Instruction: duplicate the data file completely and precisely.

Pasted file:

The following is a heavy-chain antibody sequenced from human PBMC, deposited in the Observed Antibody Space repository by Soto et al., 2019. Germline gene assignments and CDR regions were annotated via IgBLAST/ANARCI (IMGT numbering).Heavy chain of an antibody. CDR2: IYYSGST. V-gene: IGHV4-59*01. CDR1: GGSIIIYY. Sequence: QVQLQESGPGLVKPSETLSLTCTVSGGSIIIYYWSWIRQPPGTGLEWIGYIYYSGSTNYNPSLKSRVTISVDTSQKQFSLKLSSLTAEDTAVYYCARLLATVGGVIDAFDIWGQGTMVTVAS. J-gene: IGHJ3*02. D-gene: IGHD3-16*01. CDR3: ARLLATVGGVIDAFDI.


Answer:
The following is a heavy-chain antibody sequenced from human PBMC, deposited in the Observed Antibody Space repository by Soto et al., 2019. Germline gene assignments and CDR regions were annotated via IgBLAST/ANARCI (IMGT numbering).Heavy chain of an antibody. CDR2: IYYSGST. V-gene: IGHV4-59*01. CDR1: GGSIIIYY. Sequence: QVQLQESGPGLVKPSETLSLTCTVSGGSIIIYYWSWIRQPPGTGLEWIGYIYYSGSTNYNPSLKSRVTISVDTSQKQFSLKLSSLTAEDTAVYYCARLLATVGGVIDAFDIWGQGTMVTVAS. J-gene: IGHJ3*02. D-gene: IGHD3-16*01. CDR3: ARLLATVGGVIDAFDI.